Quesnel’s final years were passed serenely in a measure of luxury. In 1808 he was preparing another comic opera, Lucas et Cécile, but he died before it was finished. In the spring he had leapt into the St Lawrence to save a drowning child, and he succumbed to an attack of pleurisy on 3 July 1809 in the Hôtel-Dieu at Montreal. His widow died the following year. The couple had had 13 children, 6 of whom reached adulthood. Their eldest son, Frédéric-Auguste*, who was called to the bar in 1807, used to hold gatherings for the élite in his Montreal home at which his father enjoyed literary conversation. Jules-Maurice* became a fur trader, thus carrying on a family tradition. Joseph-Timoléon practised medicine, and Mélanie married the lawyer and businessman Côme-Séraphin Cherrier*.
A few days after Quesnel’s death Jacques Viger* observed: “It is an irreparable loss for literature and society in this country.” In 1830 Michel Bibaud* paid a stirring tribute to the poet who had been dead for more than 20 years: “There is no Canadian with any sort of education who has not read at least some of the late Mr Joseph Quesnel’s works.” Benjamin Sulte* defined Quesnel’s role very lucidly: “The literary awakening perceptible in our country since 1788 owes most to him.”
Although his writing is at times a pastiche of Boileau, Ronsard, or Molière, Joseph Quesnel remains a writer of the 18th century. His work is interesting primarily for what it reveals of his time, and his special gift was to be able to convey its artistic and literary atmosphere. He proved the most significant French Canadian writer of the period.
[Works attributed to Joseph Quesnel appeared during his lifetime in various newspapers, including the Quebec Gazette, 7 Feb. 1805; Le Canadien, 29 nov., 13 déc. 1806; 10, 17, 24 janv., 14 févr., 3 oct. 1807; the Montreal Gazette, the British American Register (Quebec), and Le Courier de Quebec. Some were reprinted in Louis Plamondon, Almanach des dames, pour l’ année 1807 (Quebec, 1807). Colas et Colinette, ou le Bailli dupé (Quebec, 1808) was published by John Neilson; this comic opera was reprinted in the first volume of the Répertoire national, recueil de littérature canadienne, comp. James Huston (4v., Montreal, 1848–50), which contains six other pieces by Quesnel. Colas et Colinette was also recorded in 1968, the music having been reconstructed by the Toronto composer Godfrey Ridout in 1963. Quesnel’s plays, L’anglomanie, ou le dîner à l’angloise and Les républicains français, ou la soirée du cabaret, were republished in La Barre du jour (Montréal), nos.3–5 (1965): 117–41 and no.25 (été 1970): 64–88, respectively.
The Lande collection (PAC, MG 53, 177) contains 24 manuscript poems by Quesnel, some of which were published in Joseph Quesnel, 1749–1809: selected poems and songs after the manuscripts in the Lande collection, ed. Michael Gnarowski (Montreal, 1970). Jacques Viger’s Saberdache (ASQ, Fonds Viger-Verreau, Sér.O, 095–125) contains the edition he prepared of Quesnel’s texts in 1847. The ASQ also holds the vocal score of Lucas et Cecile (Fonds Viger-Verreau, Carton 45, no.3). Helmut Kallmann and John E. Hare are preparing a critical edition of Quesnel’s works from his recently discovered workbook; this publication should include 30 poems, as well as a few titles attributed to him. j.e.h.]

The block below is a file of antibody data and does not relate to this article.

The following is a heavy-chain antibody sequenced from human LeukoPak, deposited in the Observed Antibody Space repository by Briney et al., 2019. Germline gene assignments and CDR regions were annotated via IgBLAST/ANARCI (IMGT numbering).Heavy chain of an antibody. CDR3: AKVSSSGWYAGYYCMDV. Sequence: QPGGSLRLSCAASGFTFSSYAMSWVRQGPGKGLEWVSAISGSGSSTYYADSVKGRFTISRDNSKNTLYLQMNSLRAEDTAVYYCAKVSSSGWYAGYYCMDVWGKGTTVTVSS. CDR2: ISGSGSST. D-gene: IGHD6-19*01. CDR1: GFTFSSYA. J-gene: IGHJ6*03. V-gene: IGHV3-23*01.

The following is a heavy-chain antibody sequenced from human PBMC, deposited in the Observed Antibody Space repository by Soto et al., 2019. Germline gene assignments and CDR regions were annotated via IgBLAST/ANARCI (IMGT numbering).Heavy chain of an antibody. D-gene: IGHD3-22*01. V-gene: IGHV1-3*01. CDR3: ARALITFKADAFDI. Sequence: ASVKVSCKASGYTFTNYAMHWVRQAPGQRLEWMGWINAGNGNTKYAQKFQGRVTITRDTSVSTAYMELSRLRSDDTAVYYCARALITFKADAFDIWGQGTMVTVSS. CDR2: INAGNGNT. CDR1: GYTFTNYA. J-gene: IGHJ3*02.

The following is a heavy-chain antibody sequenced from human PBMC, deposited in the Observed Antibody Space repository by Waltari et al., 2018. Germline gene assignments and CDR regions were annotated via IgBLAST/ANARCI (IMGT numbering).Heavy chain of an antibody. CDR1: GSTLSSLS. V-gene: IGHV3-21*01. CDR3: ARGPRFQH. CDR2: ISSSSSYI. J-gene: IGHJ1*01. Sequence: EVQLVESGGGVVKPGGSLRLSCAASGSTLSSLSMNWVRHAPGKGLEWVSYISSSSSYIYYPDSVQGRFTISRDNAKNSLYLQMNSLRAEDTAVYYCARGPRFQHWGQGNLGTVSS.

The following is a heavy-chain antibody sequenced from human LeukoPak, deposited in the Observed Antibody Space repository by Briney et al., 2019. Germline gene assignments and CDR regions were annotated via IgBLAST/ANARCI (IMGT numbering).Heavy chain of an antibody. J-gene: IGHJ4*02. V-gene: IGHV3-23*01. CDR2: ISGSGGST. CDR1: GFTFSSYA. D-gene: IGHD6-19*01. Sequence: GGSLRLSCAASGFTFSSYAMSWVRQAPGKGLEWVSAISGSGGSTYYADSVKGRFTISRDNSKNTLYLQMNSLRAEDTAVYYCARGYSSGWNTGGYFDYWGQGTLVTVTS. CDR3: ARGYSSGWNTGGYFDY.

AD, Ille-et-Vilaine (Rennes), État civil, Saint-Malo, 15 nov. 1746. ANQ-M, CE1-51, 10 avril 1780, 4 juill. 1809. Quebec Gazette, 28 Oct. 1790, 25 July 1799, 7 Feb. 1805, 13 July 1809, 19 April 1810. Michel Bibaud, Épîtres, satires, chansons, épigrammes et autres pièces de vers (Montréal, 1830), 46. Baudouin Burger, L’activité théâtrale au Québec (1765–1825) (Montréal, 1974), 199–215. J. [E. ] Hare, Anthologie de la poésie québécoise du XIXe siècle (1790–1890) (Montréal, 1979), 21–35. D. M. Hayne, “Le théâtre de Joseph Quesnel,” Le théâtre canadien français: évolution, témoignages, bibliographie (Montréal, 1976). Helmut Kallmann, A history of music in Canada, 1534–1914 (Toronto, 1960), 62–67, 121–22. Camille Roy, Nos origines littéraires (Québec, 1909), 125–57. Benjamin Sulte, Mélanges d’histoire et de littérature (4v., Ottawa, 1876), 3: 295. Michel Bibaud, “Littérature,” La Bibliothèque canadienne (Montréal), 2 (1825), no.1: 16–17. Yves Chartier, “La reconstitution musicale de Colas et Colinette de Joseph Quesnel,” Centre de recherche en civilisation canadienne-française, Bull. (Ottawa), 2 (1971–72), no.2: 11–14. J. E. Hare, “Joseph Quesnel et l’anglomanie de la classe seigneuriale. au tournant du xixe siècle,” Co-Incidences (Ottawa), 6 (1976): 23–31; “Le Théâtre de société à Montréal, 1789–1791,” Centre de recherche en civilisation canadienne-française, Bull., 16 (1977–78), no.2: 22–26. É.-Z. Massicotte, “La famille du poète Quesnel,” BRH, 23 (1917): 339–42.